Learning theories propose that depression is the result of losing touch with sources of positive reinforcement: falling into habits of inactivity (or the wrong kinds of activity) lead to a lowering of mood. Once people feel depressed they may lack motivation, become less active, experience less positive reinforcement, and the cycle repeats or exacerbates. A behavioral approach to overcoming the vicious cycle of depression is to increase one’s level of activity even in the absence of feelings of motivation. This approach is called behavioral activation (BA) and there is strong evidence that it is an effective treatment for depression (Ekers et al, 2014), with equivalent effect sizes to treatments such as cognitive therapy (Jacobson et al, 1996). Modern approaches to BA include Martell, Addis & Jacobson’s package Depression in context: Strategies for guided action (2001), and Lejuez, Hopko & Hopko’s package Brief Behavioral Activation Treatment For Depression (BATD: 2001).
Different behavioral activation protocols include a variety of treatment components, but all contain steps of activity monitoring and activity scheduling (Kanter et al, 2010). The function of activity scheduling within BA is to increase contact with sources of positive reinforcement in the individual’s environment. While early forms of BA focused on scheduling pleasant events, other variants of BA have begun to use alternative criteria for choosing activation targets (Kanter et al, 2010): Beck et al (1979) recommended targeting behaviors which resulted in sense of mastery (accomplishment) as well as pleasant events; Martell et al (2001) encourages the scheduling of activities as alternatives to avoidance and rumination; and Lejuez et al (2001) encourage a focus on scheduling activities that are in line with a client’s values.
This Behavioral Activation Activity Planning Diary is a worksheet designed for activity scheduling within BA. This diary is in a 7-day format and includes sections for: recording planned activity in the morning / afternoon / evening; prompts to help clients to record the most helpful kinds of information.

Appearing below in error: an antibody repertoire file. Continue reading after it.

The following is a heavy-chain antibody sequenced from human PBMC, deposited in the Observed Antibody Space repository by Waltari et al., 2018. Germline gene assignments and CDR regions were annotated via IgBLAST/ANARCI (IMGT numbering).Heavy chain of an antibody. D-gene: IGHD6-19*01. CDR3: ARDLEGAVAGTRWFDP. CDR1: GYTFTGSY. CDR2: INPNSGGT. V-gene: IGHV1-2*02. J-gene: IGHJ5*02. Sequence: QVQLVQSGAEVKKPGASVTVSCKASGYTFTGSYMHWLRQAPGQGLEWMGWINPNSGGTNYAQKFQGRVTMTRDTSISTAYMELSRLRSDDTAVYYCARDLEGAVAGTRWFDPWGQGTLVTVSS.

“Scheduling activities (planning in advance where, when & how you will do them) makes it much more likely that you will carry them out. Now that we have spent some time thinking about the activities that you want to try, it is time to schedule some activities for the next week. Use the activity planning diary and write down the activities that you will do, and when you will do them.”
Clients are more likely to engage in an activity if the plan is specific about what the behavior is, where it will take place, and who it will be done with. An additional optional step is to spent time considering in advance any obstacles and how they might be overcome.
Ekers, D., Webster, L., Van Straten, A., Cuijpers, P., Richards, D., & Gilbody, S. (2014). Behavioural activation for depression; an update of meta-analysis of effectiveness and sub group analysis. PloS one, 9(6).
Jacobson, N. S., Dobson, K. S., Truax, P. A., Addis, M. E., Koerner, K., Gollan, J. K., … & Prince, S. E. (1996). A component analysis of cognitive-behavioral treatment for depression. Journal of Consulting and Clinical Psychology, 64(2), 295.
Kanter, J. W., Manos, R. C., Bowe, W. M., Baruch, D. E., Busch, A. M., & Rusch, L. C. (2010). What is behavioral activation?: A review of the empirical literature. Clinical Psychology Review, 30(6), 608-620.
Lejuez, C. W., Hopko, D. R., & Hopko, S. D. (2001). A brief behavioral activation treatment for depression: Treatment manual. Behavior Modification, 25, 255−286.